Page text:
Sugar Ray Robinson Is Still The Greatest
By Daniel Miltz, Doghouse Boxing (June 23, 2011) Doghouse Boxing
Sugar Ray Robinson
This is the portrait of boxer who captivated a large following, through his mastery and artistry in the fighting ring, a sport known as "the sweet science". 

Also, it reflects a perplexed man, who took culture and eloquence into the ring, became a demigod to millions of black and white Americans, and was a hero and idol to many friends and rising contenders. He lived his life in the sweetest and most charming way possible and wanted his audience to remember him as a bigger than life boxing icon.

Born Walker Smith Jr.... Early on, he was best remembered as Ray Robinson. He won 89 amateur fights without defeat, fighting first under his own name, and then as Ray Robinson, using the amateur certificate of another boxer of that name in order to qualify for a bout. Then later he was called "Sugar". 

So we ask, how did he get that name?  The story goes according to his biography, "Pound for Pound" - one night he was exiting the ring after an amateur bout and a sportswriter told his coach, "That's some sweet fighter you've got there." A woman at ringside heard the comment and added: "As sweet as sugar." The next day in the newspaper, the sportswriter referred to him as Sugar Ray Robinson and, 'Sugar' became his catchet.

He wore expensive stylish clothes, trotted and rode around Harlem in his beautiful pink shiny Caddy, and partied in many Manhattan after hour clubs- with fellow celebrities. He had a way about himself, along with the sweetest modus vivendi, and most of all, the sweetest ring style. 

He was poetry/dance in motion while inside that squared ring. He was the Master of his own  triumphs, which will live on forever!

He captured the New York Golden Gloves championship in 1940. The 19-year-old Sugar Ray immediately turned pro, and by 1946, Robinson was the welterweight champion of the world. He reigned in on a ninety-one fight winning-streak. Held the title subsequently for five long years, and then moved on seeking and acquiring the world middleweight title in which he held intermittently five times between 1951-1960.

A powerful force in the boxing ring for almost twenty years; Sugar Ray was thirty-eight years old when he won his last middleweight title. And during that long tenure; he fought a lot of battles - and won the wars. The early years in his pro career, a fairly confident Sugar Ray, ducked and dodged nobody - "not like the fighters of today."  

He even went in defense of friends who were fellow pugilists, For example: - The time he battered former welterweight titlist Fritzie Zivic en-route to a 10th round TKO in January 1942. Robinson was intent on punishing Zivic and give him a good whopping to gain revenge on his friend [Henry Armstrong], who had been badly beaten by Zivic, a year earlier.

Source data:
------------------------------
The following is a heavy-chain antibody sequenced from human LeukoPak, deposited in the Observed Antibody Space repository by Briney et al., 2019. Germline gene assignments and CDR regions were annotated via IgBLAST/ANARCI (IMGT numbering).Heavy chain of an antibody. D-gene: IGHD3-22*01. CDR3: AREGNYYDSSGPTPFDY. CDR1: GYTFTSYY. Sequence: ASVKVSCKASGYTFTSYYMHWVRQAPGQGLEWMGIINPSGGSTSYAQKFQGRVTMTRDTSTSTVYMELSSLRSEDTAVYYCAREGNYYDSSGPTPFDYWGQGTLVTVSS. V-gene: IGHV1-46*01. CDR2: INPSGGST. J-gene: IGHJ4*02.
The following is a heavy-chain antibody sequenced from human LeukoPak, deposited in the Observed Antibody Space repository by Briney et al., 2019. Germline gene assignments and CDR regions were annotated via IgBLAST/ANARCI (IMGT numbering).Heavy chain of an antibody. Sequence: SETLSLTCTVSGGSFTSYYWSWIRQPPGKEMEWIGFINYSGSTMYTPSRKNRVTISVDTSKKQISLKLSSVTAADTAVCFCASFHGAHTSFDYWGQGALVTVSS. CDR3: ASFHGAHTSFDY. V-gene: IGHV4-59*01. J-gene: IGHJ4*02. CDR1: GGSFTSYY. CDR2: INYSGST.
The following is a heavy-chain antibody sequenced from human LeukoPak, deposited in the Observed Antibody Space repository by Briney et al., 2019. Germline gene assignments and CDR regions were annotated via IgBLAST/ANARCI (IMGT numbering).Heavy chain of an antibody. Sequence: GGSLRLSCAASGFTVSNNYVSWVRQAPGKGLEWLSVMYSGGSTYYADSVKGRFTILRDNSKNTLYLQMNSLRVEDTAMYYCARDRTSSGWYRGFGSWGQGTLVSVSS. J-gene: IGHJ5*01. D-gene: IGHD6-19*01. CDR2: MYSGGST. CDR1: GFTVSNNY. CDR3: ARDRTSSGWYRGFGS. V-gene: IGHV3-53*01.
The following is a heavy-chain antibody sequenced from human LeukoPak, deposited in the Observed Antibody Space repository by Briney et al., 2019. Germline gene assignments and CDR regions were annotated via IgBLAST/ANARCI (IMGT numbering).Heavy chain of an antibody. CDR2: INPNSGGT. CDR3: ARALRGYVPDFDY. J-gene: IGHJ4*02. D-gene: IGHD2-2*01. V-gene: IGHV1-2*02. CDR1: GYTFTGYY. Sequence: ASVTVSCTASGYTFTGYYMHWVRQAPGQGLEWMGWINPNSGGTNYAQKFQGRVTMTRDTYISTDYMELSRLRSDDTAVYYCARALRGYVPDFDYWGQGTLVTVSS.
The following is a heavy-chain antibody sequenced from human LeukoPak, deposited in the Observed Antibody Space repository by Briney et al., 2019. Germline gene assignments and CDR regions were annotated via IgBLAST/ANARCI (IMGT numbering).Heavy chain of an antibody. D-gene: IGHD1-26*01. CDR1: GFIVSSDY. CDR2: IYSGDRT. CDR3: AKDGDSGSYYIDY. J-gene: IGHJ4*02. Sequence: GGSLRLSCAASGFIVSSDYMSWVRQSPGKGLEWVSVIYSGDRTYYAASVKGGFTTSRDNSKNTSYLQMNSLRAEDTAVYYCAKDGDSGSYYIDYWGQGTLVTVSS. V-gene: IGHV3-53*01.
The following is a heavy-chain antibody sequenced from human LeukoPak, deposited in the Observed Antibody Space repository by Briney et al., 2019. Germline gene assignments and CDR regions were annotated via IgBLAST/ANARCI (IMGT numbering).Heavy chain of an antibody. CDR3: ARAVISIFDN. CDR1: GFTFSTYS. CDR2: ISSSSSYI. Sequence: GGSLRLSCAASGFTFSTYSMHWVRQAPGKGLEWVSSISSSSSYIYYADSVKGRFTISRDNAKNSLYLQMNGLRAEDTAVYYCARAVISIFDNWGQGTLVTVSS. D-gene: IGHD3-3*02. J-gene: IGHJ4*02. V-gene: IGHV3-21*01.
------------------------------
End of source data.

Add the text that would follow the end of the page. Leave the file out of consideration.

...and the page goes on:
What is more, when in August 1943, Henry, who is now a fading ex-champion, needed a big payday and asked his buddy Robinson for a fight. Ray relunctantly granted him the match and carried Armstrong for 10 long rounds, winning a decision.

In the middle-'60s, Sugar Ray left the ring with style and grace, he told his coach, "Sometimes we got the best of it in the past." Sugar Ray's record was 128-1-2 with 84 knockouts at the height of his career. Amazingly, in over 200 fights altogether, he had 109 KOs, and finished with a record of 175-19-6 with two no-decisions. Muhammad Ali called him "the King, the Master, my Idol." Ali fashioned himself after his hero. Later, Sugar Ray would be part of his mixed entourage.

Several times, when Ali was known as Cassius Clay, had asked Robinson, to be his manager, but Sugar Ray politely declined every time. The Ring magazine named Robinson "pound for pound, the best boxer of all time." And even - the Associated Press' named him both the greatest welterweight and middleweight boxer of the century.

These are just a few of the trademarks that Robinson left us with the recollections of a great champion. In a career of fond memories, he is one of the most admired and beloved champions in all of sports. 

I hope this serves as the appreciation for the man who forever has been - and forever will be - the greatest pound-for-pound fighter, the sport of boxing has ever seen. Now equally, even in today's era, there is no boxer that can compare. Sugar Ray Robinson Is still the "Greatest."

... For more from Daniel... visit Miltz Boxing News at

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